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Results With more than 30 years experience in developing innovative drugdelivery technologies, Dr.Felix Theeuwes as chairman and chief scientific officer of Durect, is directing the startup company with the goal of commercializing pharmaceutical systems that .
BY KIM RIBBINK
Photos: Scott Lewis Courtesy: Studioslp.com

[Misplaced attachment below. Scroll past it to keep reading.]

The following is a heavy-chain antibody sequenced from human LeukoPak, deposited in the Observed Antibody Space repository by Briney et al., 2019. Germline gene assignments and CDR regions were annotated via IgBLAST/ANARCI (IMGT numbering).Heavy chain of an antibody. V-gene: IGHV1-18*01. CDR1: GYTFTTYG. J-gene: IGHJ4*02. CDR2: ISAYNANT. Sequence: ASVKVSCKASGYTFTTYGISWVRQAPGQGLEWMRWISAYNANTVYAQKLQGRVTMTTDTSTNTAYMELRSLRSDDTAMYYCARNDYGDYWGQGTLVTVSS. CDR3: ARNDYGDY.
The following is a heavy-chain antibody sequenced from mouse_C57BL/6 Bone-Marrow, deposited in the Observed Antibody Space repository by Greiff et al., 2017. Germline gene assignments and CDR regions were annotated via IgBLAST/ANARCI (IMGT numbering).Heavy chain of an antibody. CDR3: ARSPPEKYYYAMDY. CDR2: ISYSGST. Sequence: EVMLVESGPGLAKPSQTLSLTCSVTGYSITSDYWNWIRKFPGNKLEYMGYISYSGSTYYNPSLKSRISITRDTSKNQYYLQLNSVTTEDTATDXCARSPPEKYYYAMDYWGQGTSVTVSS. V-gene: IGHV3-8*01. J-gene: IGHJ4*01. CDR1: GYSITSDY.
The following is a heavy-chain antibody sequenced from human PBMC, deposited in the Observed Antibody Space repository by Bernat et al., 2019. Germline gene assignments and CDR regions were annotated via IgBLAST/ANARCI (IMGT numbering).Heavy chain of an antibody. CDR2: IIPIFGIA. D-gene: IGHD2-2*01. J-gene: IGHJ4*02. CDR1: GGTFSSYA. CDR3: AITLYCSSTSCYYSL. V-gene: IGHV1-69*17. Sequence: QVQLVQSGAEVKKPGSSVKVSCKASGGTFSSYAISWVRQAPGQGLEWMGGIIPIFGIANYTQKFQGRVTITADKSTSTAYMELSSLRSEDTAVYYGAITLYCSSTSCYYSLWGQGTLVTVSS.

THERE ARE CERTAIN CHARAC TER TRAITS THAT ALL GOOD SCIENTISTS HAVE — vision, patience, and a methodical dedication to the principles and theories that surround discovery. For a scientist in the pharmaceutical field, those core values and abilities become even more critical if the goal of taking a discovery to the market is to be realized. “Scientists need to have the ability to forecast certain outcomes,” says Felix Theeuwes, D.Sc., chairman and chief scientific officer of Durect. “Practicing science means being able to predict the future. As a scientist in the drugdiscovery business, it is important that I combine knowledge with foresight to ensure that the company is working toward an out come that is realistic, that is timely, and that is affordable.” Time and time again, Dr. Theeuwes has proven that he has the vision, the knowledge, and the determination to turn theoretical for mulas into triedandtrue products. His suc cesses at Alza Corp., where he began his phar maceutical career, and now at Durect speak for themselves — from the development of the Alzet mini osmotic pump to laying the groundwork for many of Alza’s most enduring drug delivery programs. He is continuing along that focused path at Durect, leading the company in its goal of developing pharmaceu tical systems and products to treat chronic debilitating diseases and enabling biotechnol ogy drugs. For Durect, pharmaceutical systems prod ucts are defining a new industry at the conver gence of the biotechnology, pharmaceutical, and medicaldevice industries. While the pharmaceutical, biotechnology, drugdelivery, and medicaldevice industries have increased overall life expectancy and improved patient quality of life, many chronic debilitating dis eases continue to be inadequately treated with current drugs or medical devices. Because of its strong technological founda tion and the unique pharmaceutical systems approach to delivering a drug in the right amount to the right place at the right time, Durect is positioned to capitalize on the advancements currently being made and address challenging problems in the health care industry. “This flexibility allows us to work with a variety of drug candidates including small molecules, proteins, peptides, or genes,” Dr. Theeuwes says. “I have tried to build an orga nization that is based on good science, on transparency, and on limiting bureaucracy to ensure efficiency.” ANEWBEGINNING In July of 1998 Durect was spun out from Alza Corp., which was founded in 1968 by Dr. Alejandro Zaffaroni, who had the vision that medicine could be improved through delivery technology that would culminate in enabling a precise amount of drug to be delivered to the right site at the right time. Dr. Theeuwes, Tom Schreck, and James Brown, D.V.M., with guidance from Dr. Zaf faroni, founded Durect following the success ful completion of a technology licensing agreement with Alza. Under the license agree ment, Alza granted Durect exclusive, world wide rights, including patents, trade secrets, and knowhow, to develop and commercialize products based on Alza’s Duros technology in the fields of: the delivery of drugs by catheter to the central nervous system to treat selected central nervous disorders, the delivery of drugs by catheter to the middle and inner ear, the delivery of drugs by catheter into the pericar dial sac of the heart, the delivery of selected drugs by catheter into vascular grafts, and the delivery of selected cancer antigens for cancer immunotherapy. Alza successfully developed technologies that facilitated precise and timecontrolled drug delivery, which are now widely used in many pharmaceutical products, including Procardia XL, TransdermNitro, and Nico Derm CQ. In June 2001, a wholly owned Johnson & Johnson subsidiary was merged with and into Alza, which retained its name and survives as a direct, wholly owned sub sidiary of J&J. Dr. Theeuwes joined Dr. Zaffaroni at Alza in 1970 where he remained until June 1999 directing research, technology development, People are inspired by example, so I believe in teaching by example. I like to make sure that the issues that are at hand are objectively discussed and can be debated. I try to instill in people a belief in the work so that they take ownership of their work and feel able to make a contribution. FELIX Theeuwes and product development for a variety of con trolled drugdelivery systems. His work led to the product introduction of the Alzet mini osmotic pump series for animal research, and the Oros systems series of products. He direct ed research in transdermal research and devel opment, initiated the electrotransport/ion tophoresis program, as well as the Duros osmotic implant program. Dr. Theeuwes holds more than 210 U.S. patents covering these systems and has published more than 80 articles and book chapters. There were some difficult years for Alza, including a period where the company faced bankruptcy before being rescued by Ciba Geigy and injected with funding of $43 mil lion. Nevertheless, Dr. Theeuwes foresaw the longterm significance of Alza’s drugdelivery programs. “Even though the company did not do well for a long time and I had many opportunities to go to academia or other places, I stayed because the dream of drug delivery had not been realized,” he says. “Alza’s technologies were the best in the world. I continued to work to develop those into products because I knew someday that these were going to be very important both from a technical and business point of view.” AMERICAN CONNECTION Dr. Theeuwes’ successes at Alza might never have been realized were it not for a let ter from a professor at the University of Kansas and a chance meeting with another highly regarded scientist. While working as a research fellow at CERN in Geneva and completing his doctorate in physics through the University of Leuven in Belgium an opportunity to work in the U.S. presented itself. Richard Bearman, a professor of statistical mechanics at the University of Kansas, wrote to a professor at Leuven, inquiring if he knew of anybody with the experimental capa bility to prove out the theories that he was developing on models to describe ideal fluids. The professor recommended Dr. Theeuwes. The move to the U.S. was, Dr. Theeuwes says, a real eyeopener in the best possible sense. “While in graduate school in Belgium, we had to think ahead because it took a long time for equipment to arrive, and to get anything done,” he says. “So we spent a lot of time working through theoretical problems. When I arrived at the University of Kansas, I made a list of equipment that I wanted to have and presented the list to the director of laborato ries, Jack Rose. He replied, `would you like to have them tomorrow or this afternoon?’ I was totally flabbergasted by that quick turnaround capability.” Dr. Theeuwes spent four years at the Uni versity of Kansas, first as a postdoctoral fel low, then as a visiting assistant professor under Professor Bearman, developing equipment, and measuring the thermodynamic properties of two noble gasses — liquid krypton and xenon — as well as thermal conductivities of saline solutions. Dr. Theeuwes was the first person to mea sure the thermodynamic properties of liquid krypton and xenon. While Dr. Theeuwes describes the work as mental gymnastics having only theoretical, or academic interest, with no link to product outcome, his achievements caught the eye of a prominent scientist. “I had the good fortune to meet Takeru Higuchi, who was as Dr. Bearman said, the best applied thermodynamicist of his generation,” Dr. Theeuwes says. “He was a physical organic chemist who had gone to the field of pharmacy to make the art of pharmacy a science, and he’s called by many the father of physical pharmacy. I met him at a social function in 1970 and dur ing our conversation he said I should join this nascent company called Alza. I told him that I knew nothing about drugs, but he replied that the research was not about drugs, rather it was about thermodynamics.” And so Dr. Theeuwes was persuaded to join Alza’s Institute of Pharmaceutical Chem istry in Lawrence, Kan., under the direction of Mr. Higuchi, who was the founding chair of the Department of Pharmaceutical Chemistry at Kansas University. “At the time I made the switch to the pharmaceutical industry people believed that in academia one did very elegant work on irrelevant problems and that in the pharma industry one did very relevant work but fairly superficially,” he explains. “But I found out that in fact it is possible do very relevant work in a very fundamental way, so that was why I switched.” 54 J u l y / A u g u s t 2 0 0 2 PharmaVOICE As a scientist in the drugdiscovery business, it is important that I combine knowledge with foresight to ensure that the company is working toward an outcome that is realistic, that is timely, and that is affordable. FELIX Theeuwes What attracted him to, and kept him at Alza was the company’s approach to enhancing the value of therapeutic compounds by opti mizing their delivery into and within the body. “Alza was founded with the goal to revolu tionize the business of drug development by using new techniques of drug delivery,” Dr. Theeuwes says. “Alza founder Dr. Zaffaroni and Tak Higuchi both envisioned that what was needed was to find a fresh approach to drug development. Alex gave us the mission of where to go, and Tak really set out the method to achieve it.” Alza’s goals were firmly rooted in science, and what Dr. Theeuwes brought to the table was a deep understanding of theory, combined with a dedication to the discipline of science, which had been drummed into him during his schooling and university years in Europe. “I had the good fortune of having terrific high school teachers in math and science,” he says. “They taught us the beauty of mathe matical solutions and the elegance of science — and how the world hangs together. “In Europe at that time, a lot of emphasis was placed on theoretical aspects and on the finer and deeper understanding of how the world works, and how different subjects corre lated and interrelated,” Dr. Theeuwes says. “Computers were not readily available, so in science and mathematics the focus was on forming elegant analytical solutions to prob lems that could then be used to try to predict future events.” In addition, Dr. Theeuwes spent several years early in his career teaching physics, mathematics, chemistry, and biology to high school students in Belgium. That experience, he says, helped ground his understanding of the subjects and how to put that knowledge into practice. “They say in order to know a subject one must see one, do one, teach one,” he says. “Teaching helped me understand how to con vey the message and offer explanations by building a correlation rather than just offering anecdotal information. Building a correlation to previous materials helps not only in the teaching process, but also in research and development.” Dr. Theeuwes credits his parents with instilling in him a thirst for knowledge, the determination to succeed, and an understand ing that he would need to work to overcome obstacles. “My parents lived through two world wars, and people who have lived through those experiences are tempted to give their children a dose of reality and conservatism,” he says. “My mother was very supportive, and believed that her children could achieve anything we put our minds to. And my father was the sort of person who believed it was important to do something relevant, something that would make a difference. They also believed very strongly in education as a way to further our prospects.” A LEGACY OF ACHIEVEMENT Dr. Theeuwes’ findings have attracted attention, earning him several awards and dis tinctions for his scientific achievements. He is particularly proud of two of these honors. “I was the Inventor of the Year in Silicon Valley in 1980, and that’s obviously a presti gious award in an area where so much relevant and so much important work is being done,” he says. “That award was for the establishment of osmotic therapeutic systems technology at Alza. The second award that I am proud of is the Founders Award I received from Alza, which was put in place to emphasize the suc cesses of the company’s technology and prod ucts. I received the first of those awards in recognition for the contribution I made to the company’s scientific foundations.” Dr. Theeuwes’ achievements at Alza have 56 J u l y / A u g u s t 2 0 0 2 PharmaVOICE WHAT LEDTOTHE FORMATION OF DURECT? In the late 1980s, the Alza management team collectively decided that we were going to be commercially more important and success ful if we were to develop our own products. We had set up partner ships, or balancesheet financing mechanisms, including TDC (Thera peutic Discovery Corp.) and Crescendo, to fund the work for about $750 million. This meant that we could not afford to spend extra money for research. In the meantime, I had hired Jim Brown from Syn tex to lead the development of the Duros system, which led to the commercialization of the first product calledViadur (leuprolide acetate implant) to treat the symptoms of advanced prostate cancer. (Viadur is marketed by Bayer Corp.) We met up with Tom Schreck, who eventually became Durect’s third cofounder, and we talked about applications of sitespecific drugdelivery using the Duros technology.We tried to get these things done in Alza and to become an entrepreneurial activity,but we could n’t do it from within since the stock value and the value of the com Making a Durect Connection IN AN EXCLUSIVE INTERVIEWWITH PHARMAVOICE,FELIXTHEEUWES, D.SC.,CHAIRMANANDCHIEFSCIENTIFICOFFICERATDURECT,DISCUSSES THEALZA SPIN OFF’S BEGINNINGS, ITS GOALS,AND ITS PIPELINE. DR.FELIX THEEUWES pany would have been too depressed. So we had to find new monies and new investors and create new ownership,and we then reached an agreement with Alza to spin out these discoveries, and we founded Durect. WHAT IS INTHEPIPELINE AT DURECT? We started out with a license from Alza for the Duros technology, which is a miniature drugdispensing pump that releases minute quan FELIX Theeuwes been numerous and have contributed greatly to the company’s success. “I started at Alza in 1970 when the com pany was a bag of money and a good idea, but there was no technology, and I set out to develop osmotic systems,” he explains. “I invented and developed the Alzet mini osmot ic pump, the elementary osmotic pump, and the pushpull system technologies, which are the basis for the oral drug delivery business of Alza. That was my most important contribu tion to the company.” Among the scientist’s other achievements were initiating the program to develop the Duros system — a miniature drugdispensing pump that releases minute quantities of con centrated drug formulations in a consistent flow over months or years using an osmotic engine, which was the starting point for Durect. LASTING IMPRESSIONS Having spent more than 30 years at Alza, and now at the spinoff company Durect, Dr. Theeuwes understandably has had quite an impact on the way the companies conduct and organize business. “As a manager, I see an organization as a pipeline through which work flows, and I like to build a pipeline that works, that has a min imal number of obstacles, that is simple, that is transparent,” he says. Part of ensuring that those goals are achieved is to create a work environment in which every one is able to make a contribution and has an opportunity to succeed. To encourage others to reach their potential, Dr. Theeuwes tries to set an example with his own work ethics. “People are inspired by example, so I believe in teaching by example,” he says. “I like to make sure that the issues that are at hand are objectively discussed and can be debated. I try to instill in people a belief in the work so that they take ownership of their work and feel able to make a contribution.” Many of the lessons Dr. Theeuwes is now passing onto young scientists and others at the company are those he learned from his men tors — his parents, Mr. Higuchi, Professor Bearman, and others. “I have tried to learn from all my mentors, and to pass on the con cepts and habits I learned from them,” he says. “I try to steer people in the right direction, to correct habits, because in the long run habits that people have and the discipline that they bring to their job are extremely important.” CYCLE OFDISCOVERY “Our goal is to develop pharmaceutical sys tems that have the potential to be a more con venient, patientfriendly product that may provide an alternative to current therapies for longterm treatment of various chronic condi tions,” Dr. Theeuwes says. “The distinct advantage to the patient and the physician is convenience and control, respectively. The patient receives a continuous dose and does not have to worry about taking pills, receiving injections, or changing patches. The physician has the added assurance that the patient is get ting the right dose of medicine and does not have to worry about the possibility of a lost prescription or noncompliance.” For a person to inspire others they need to be inspired themselves, and Dr. Theeuwes finds plenty to be excited about with regard to the possibilities of drugdevelopment technology. He believes there is nothing more fulfilling than taking a drug from an intention to the marketplace, and to witness the contributions to patient wellbeing. He offers a couple of examples of how research at Alza has had an 57 PharmaVOICE J u l y / Au g u s t 2 0 02 tities of concentrated drug formulations in a continuous,consistent flow over months or years using an osmotic engine. We have built that up also to include Duros delivery to sitespecific areas with a catheter attachment. Our most advanced product in that series is the Chrono gesic Pain Therapy System, which combines the Duros technology with a proprietary formulation of sufentanil,a potent opioid currently used in hospitals as an anesthetic. The system, which delivers sufentanil over a threemonth period, is entering Phase III in the middle of this year. We also added technologies from a company called Southern Biosystems Inc., which we acquired in 2001. With that acquisition, Durect gained broad capabilities with three platform technologies: Saber erodable depot injectables, Durin erodable implant technology, and Microdur injectable microcapsule technology. (See related box on pages 60 and 61 for more details.) WHATARE DURECT’S LONGTERM GOALS? We founded Durect with the focus on the highend added value of drug delivery, which is to help treat chronic debilitating diseases. If all medicine in the U.S. was given away free of charge, the savings in healthcare costs would be less than 10%, since the majority of health care costs reside with longterm hospital care and in geriatric institu tions. Furthermore, people suffering from debilitating conditions have a poor quality of life. Our aim at Durect is to combine devices with drugs to create phar maceutical systems that are ambulatory. In other words, patients can walk away with the product and lead a normal, independent life. Not only does that give the patient a high quality of life, it also saves a lot of the cost to society. In addition,we are focusing onenabling biotechnology molecules to reach the marketplace, because many of those will only be laboratory curiosities unless they can be developed to target the part of the body where they are required and at dosage levels where they can have an impact. WHATROLE DOYOU EXPECTTO PLAY IN ADVANCINGTHESETECH NOLOGIES? Firstly, my goal is to define the mission as well as the technical approach of the company.Through experience, I have seen many dead ends, so I am working to keep people away from areas where there are potential failures. That’s where experience pays off. As the chairman of the company, I am focused on the strategy, the objectives, and amwork ing with the board’s input to make this a successful company. Dr.Theeuwes was the Inventor of theYear in Silicon Valley in 1980, which he calls a prestigious award in an area where so much relevant and important work is being done. FELIX Theeuwes impact both on people’s lives and on bottom line results. “While doing research with Pfizer, we started working with nifedipine (Procardia XL), which at the time was used only for the treatment of angina,” he says. “We developed that product as a treatment for both angina and hypertension and by doing so we expand ed the market for that substance from $200 million to $1.4 billion. We also expanded the benefits of the product, by allowing people to take the medicine once a day.” While at Alza, Dr. Theeuwes was instru mental in developing several other proprietary drugdelivery technologies that expanded the use of established compounds, such as fen tanyl, which is marketed as Duragesic by Janssen Pharmaceutica, a J&J company. Dura gesic is a transdermal patch system approved for treating chronic pain. “When we began our research, there was a product called fentanyl, which was a hospital room anesthetic only used in a very controlled setting by an anesthesiologist, and which gen erated about $35 million a year,” Dr. Theeuwes explains. “By developing fentanyl as a transdermal patch that allowed a patient to be mobile and painfree for three days at a time, it became an $800 million product.” Dr. Theeuwes and his team at Durect are expanding on this technology with the Chronogesic Pain Therapy System, which incorporates sufentanil, an opioid that is cur rently used in hospitals as an analgesic. “We are taking sufentanil, which is a hos pitalroom anesthetic that is 7.5 times more potent than fentanyl, and transforming it into a very safe medication that people can use as a treatment for chronic pain,” he says. FUTURE OPPORTUNITIES It is not only work being conducted at Alza and Durect that captures Dr. Theeuwes’ imag ination, but the expansion of the therapy pos sibilities stemming from biotechnology and gene therapy. “In pharma, there have been great contri butions in the antiviral area, the treatment of AIDS,” he enthuses. “We also see new devel opments of vaccines, which are essentially curative and have an enormous impact on the cost of care since they prevent disease from happening. In the biotechnology area it is the development of monoclonal antibodies, which are disease modifying, as opposed to the pal liative treatments that pharma has in the past spent most of its time developing. We also are seeing gene therapy come of age.” Furthermore, the device industry is start ing to play an enormous role, he says. “The contribution that stents have made to the car diovascular field rivals, or even surpasses, that of drug treatment in many ways,” he says. “The combination of drug substances coming from biotech and pharma with the device capability — which is the pharmaceutical sys tems business that Durect is pioneering — allows the industry to build new dimensions in treatment that will have an enormous impact on people’s lives and on healthcare.” Furthering its mission, in April 2001, Durect acquired Southern BioSystems Inc., a privately held company located in Birming ham, Ala. SBS develops, manufactures, and sells biodegradable polymer and nonpolymer drugdelivery systems. SBS also provides bulk supply of biodegradable polymer for seven FDA approved products sold by five cus tomers. As part of this acquisition, Durect acquired intellectual property, including three issued 58 J u l y / A u g u s t 2 0 0 2 PharmaVOICE JULY 1998 TO PRESENT. Chairman, chief scientific officer, and cofounder, Durect Corp. Durect was established in 1998 as a spin off from Alza Corp.to focus on the development of pharmaceutical systems and products to treat chronic debilitating diseases and enabling biotechnology drugs. AUGUST 1998TO JULY 1999.Chief scientist, Alza Corp., Palo Alto, Calif. AUGUST 1997TOAUGUST 1998.President,new ventures and chief scientist, Alza. 1995TOAUG 1997.President, Alza R&D and chief scientist, Alza. 1994TO 1995. President,Alza Technology Institute and chief scientist, Alza. 1991TO 1994. Executive VP, R&D,and chief scientist, Alza. 1987TO 1991.Senior VP, research, and chief scientist, Alza. 1982TO 1987.VP, research, and chief scientist, Alza. 1980TO 1982.VP, product research and development,Alza. 1974TO 1980.Principal scientist, Alza. 1971TO 1974.Research scientist, Alza. 1970 TO 1971. Research scientist, Alza Institute of Pharmaceutical Chemistry, Lawrence, Kan. 1968TO 1970.Visiting assistant professor of chemistry,The University of Kansas. 1966TO 1968. Postdoctoral, Department of Chemistry,The University of Kansas. 1964TO 1966.Research Fellow at CERN, Geneva,Switzerland. 1961 TO 1964. Research Fellow, National Fonds, Belgium high school teacher of physics, mathematics, chemistry, biology,at St.Vincent,Westerlo, Belgium. EDUCATION: 1961.Licentiaat,Physics,The University of Leuven (Louvain),Belgium. 1962.Agregaat Hoger Secundair Onderwijs. 1966. D.Sc., Physics,The University of Leuven (Louvain), Belgium. 1993.Stanford Executive Program. MILITARY SERVICE: 19641965. Lieutenant,Meteorological Service, Belgian Air Force. HONORS: 1966.D.Sc.with Great Distinction. 1980. Inventor of the Year, Peninsula Patent Law Association, for invention and continued development of Osmotic Therapeutic Systems. 1981. Louis W.Busse Lecturer, University of Wisconsin, Madison,Wisc. 1983. Award for the Advancement of Industrial Pharmacy presented by the Academy of Pharmaceutical Sciences. 1985.Third Annual Sidney Riegelman Lecturer, University of California, San Francisco. 1988.Fellow of the American Association of Pharmaceutical Scientists. 1993.First recipient of Alza Corp.’s Founder’s Award. Theory and Practice: A Journey in Science FELIX THEEUWES — RESUME oral, parenteral, dermal, or other routes of administration. Durin technology is drugloaded implants that can be used for delivering an active com pound through parenteral and other routes of administration. Drugdelivery implants consist of an active and a polymeric excipient that are formed into a fiber, rod, film, or other shapes to control drug release through a number of variables. All these developments will change the way that medicine is practiced and will improve quality of life for patients, Dr. Theeuwes contends. “New treatments will go from palliative to restorative and curative,” he says. “Patients will gain more freedom, and doctors will FELIX Theeuwes U.S. patents, covering SBS’s proprietary drug delivery technologies. SBS has three drug delivery platforms: the Saber delivery system, Microdur (microspheres injectable), and Durin (drugloaded implants). The Saber technology is a patented and ver satile depot technology with a simple manu facturing process. Saber is intended to be injected subcutaneously as a liquid, via a nee dle and syringe, and remains in a highly vis cous liquid form following injection to con form to body shape. Microdur uses microencapsulation, the process of trapping the active agent in a solid polymer shell, which results in a freeflowing powder controlling the rate of drug release through a number of variables. The microspheres can be formulated for become healers, as they’re supposed to be. Much of the medicine we have today can be equated to a wooden leg — it’s a crutch on which you walk every day but it doesn’t restore the body to normalcy. Antibiotics are a class of drug that basically eradicate a pathogen and the patient is essentially cured. But very few other medications can do this. In the future, we will see more curative treat ments.” Nevertheless, Dr. Theeuwes remains realis tic about the obstacles the industry faces. “Regulations and politics often place hur dles in the way of development,” he notes. “In my lifetime in the pharmaceutical industry, I have seen the cost of developing a new medicine increase from $200 million to $800 million. There has been a great increase in the 60 J u l y / A u g u s t 2 0 0 2 PharmaVOICE D urect Corp. is pioneering the development and commercial ization of pharmaceutical systems for the treatment of chronic debilitating diseases and enabling biotechnology based pharmaceutical products. Durect’s goal is to deliver the right drug to the right site in the right amount at the right time. Durect’s pharmaceutical systems combine technology innova tions from the medicaldevice and drugdelivery industries with pro prietary pharmaceutical and biotechnology drug formulations.These capabilities can enable new drug therapies or optimize existing ther apies based on a broad range of compounds, including small molecule pharmaceuticals as well as biotechnology molecules such as proteins, peptides,and genes. The company’s focus is on the treatment of chronic diseases including asthma, cancer,cardiovascular disease, central nervous sys tem disorders, and pain. Durect holds an exclusive license from Alza Corp., a Johnson & Johnson company, to develop and commercialize products in selected fields based on the Duros implant technology. ASTHMA Durect, in April 2002, filed an Investigational New Drug application to investigate the delivery of cromolyn sodium for the treatment of asthma.The IND was filed as part of an ongoing program to develop a product for the treatment of asthma andallergic rhinitis (seasonal aller gies) using one of the company’s proprietary biodegradable drug delivery platforms.Cromolyn sodium,a nonsteroidal antiallergy med ication, is a FDAapproved drug for the management of mildtomoderate persistent asthma and is recommended for early intervention and daily antiinflammatory therapy. BIOTECHNOLOGY Drugs developed out of the biotechnology industry are mainly administered by repeated, frequent injection.The desirability of dosage forms that can reliably administer proteins for long periods of time is readily acknowledged. Durect is researching products using its biodegrad able platform technologies in combination with protein molecules having known efficacy against major diseases with a goal to develop products that require less frequent administration than products available on the market. CARDIOVASCULAR In collaboration with the University of Maastricht in The Netherlands, Durect is working to develop methods for treating ischemic heart disease and other chronic cardiovascular diseases through continuous pericardial delivery. Research in animal models suggests that ischemic heart disease may be treated by continuously delivering an angiogenic factor to spur new blood vessel growth, thereby increasing blood flow, and restoring function to the diseased heart. CENTRALNERVOUS SYSTEM Durect has a collaboration with the Johns Hopkins University, Depart ment of Neurology/Neurosurgery, exploring the feasibility of treating tumors of the brain stem by sitespecific delivery of a chemotherapeutic agent directly to the tumor via a Duros system attached to a catheter.The program is in preclinical development studies in primates.The company is developing its Duros platform technology in combination with various catheter systems for targeted delivery of drugs to treat select CNSdisorders. Durect also is developing bioerodible platform technologies for systemic and targeted delivery of select CNS disorders. PAIN With its lead product, the Chronogesic (sufentanil) Pain Therapy Sys tem,Durect intends to target patients with opioid responsive chronic pain that results from a variety of causes. The Chronogesic product delivers sufentanil continuously within the therapeutic window, at physician pre scribed doses for three months of pain therapy.Sufentanil is anopioid that is currently used in hospitals as an analgesic. The Chronogesic product addresses the potential problems of peaks (too much medication) and Durect Product Pipeline FELIX Theeuwes length of time to develop such medications. The challenge to society will be to strike an optimal balance between regulation and poli cy; between the scientific aspects, and the free dom to develop medicine.” In the meantime, Dr. Theeuwes strives to make his contribution to fulfilling the goals of medicine by helping Durect achieve its mile stones. “Everyday we have to make a difference, so I start by looking at which obstacles are keep ing people back and which new concepts or ideas we should pursue to add to the capabili ties that we have,” he says. “As I stand farther and farther back from the work, my main focus is on the horizon.” Because of its strong technological founda tion and its unique pharmaceutical systems approach to delivering a drug in the right amount to the right place at the right time, Durect is wellpositioned to capitalize on the advancements currently being made and address the challenging problems in the healthcare industry. The completion of the sequencing of the human genome will revolu tionize drug discovery, but Durect believes that delivery technology is required to trans form these molecules emerging from biotech nology into real medicine. F PharmaVoice welcomes comments about this article. Email us at firstname.lastname@example.org. 61 PharmaVOICE J u l y / Au g u s t 2 0 02 troughs (too little medication) associated with pills and patches. This product will provide an alternative to current therapies for the treatment of chronic pain and may provide for less risk of potential misuse, abuse, and diversion than traditional pills or patches.The ability of the Chrono gesic product to provide controlled dosing will allow physicians to pre scribe and safely administer to patients, a clinically necessary opioid for moderatetosevere chronic pain for three months. In 2001, Durect made significant progress in the development of the Chronogesic product. The company completed a Phase II trial in which patients preferred the Chronogesic product by a twotoone margin ver sus their previous pain medication.Patients notonly reported a reduction in side effects when compared with their previous medications, but also reported improved quality of life, such as improved sleep patterns. In 2001, the company also completed a pilot Phase III study that confirmed its conversion strategy for transitioning patients from other opioid medi cations to the Chronogesic product.Chronogesic’s potential is to improve the quality of life of patients suffering from chronic pain and will be eval uated in pivotal Phase III clinical trials starting in 2002.The primary objec tives are to demonstrate that patients can be safely transitioned from a variety of existing opioids, such as pills and patches, to the Chronogesic product, as well as to demonstrate that Chronogesic provides safe and effective pain relief at least equivalent to the patient’s existing pain thera py.The Chronogesic product uses the Duros drugdelivery technology. LOCALPOSTOPERATIVE PAIN Durect is developing a sustainedrelease formulation of a local anes thetic using its Saber Delivery System for the treatment of postsurgical pain. This analgesic will be injected by the physician at the time of surgery and placed adjacent to the surgical site. By delivering effective amounts of a potent analgesic to the location from which the pain orig inates, local pain control can be achieved with minimal exposure to the remainder of the body,and hence minimal side effects.The company is currently conducting preclinical studies on this product. SPINAL DELIVERY PAIN Infusion of opiates into the spinal fluid has become accepted medical therapy in patients who find highdose oral or transdermal opioids inef fective or who experience side effects that make systemic therapy unac ceptable. Although there are many implantable infusion pumps on the market today, these pumps tend to be relatively large and require a cost ly surgical procedure to implant. A need exists for a minimally invasive, spinal infusion device that has an improved cost benefit for patients with chronic pain. Durect’s strategy is to develop an infusion system that can deliver an opioid into the spinal fluid via a catheter. This product will be considerably smaller and less invasive than currently available spinal infu sion pumps, allowing for implantation on an outpatient basis. The com pany is currently conducting preclinical studies on this product. Research Focus:SABER T M Oral Indication: Various Drug:Various Compounds Focus:Biotechnology Indication: Various Drug:Various Agents Focus:Antipsychotic Indication: Psychotic Disorders Drug:AntiPsychotic Agent Preclinical Focus: SABER M Injection Indication: PostOperative Pain Drug:Local Anesthetic Focus: Brain Tumor Local Delivery Indication: Brain Cancer Drug:AntiTumor Agent Focus: Spinal Delivery Indication: Chronic Pain Drug:Opiate Focus: Pericardial Indication: Coronary Disease Drug:Angiogenic Factors Phase I Program Focus: Asthma Indication: Asthma Drug:Cromolyn Phase III Program Product:CHRONOGESIC T M Indication: Chronic Pain Drug:Sufentanil Commercial Products IntrEAR ALZET LACTEL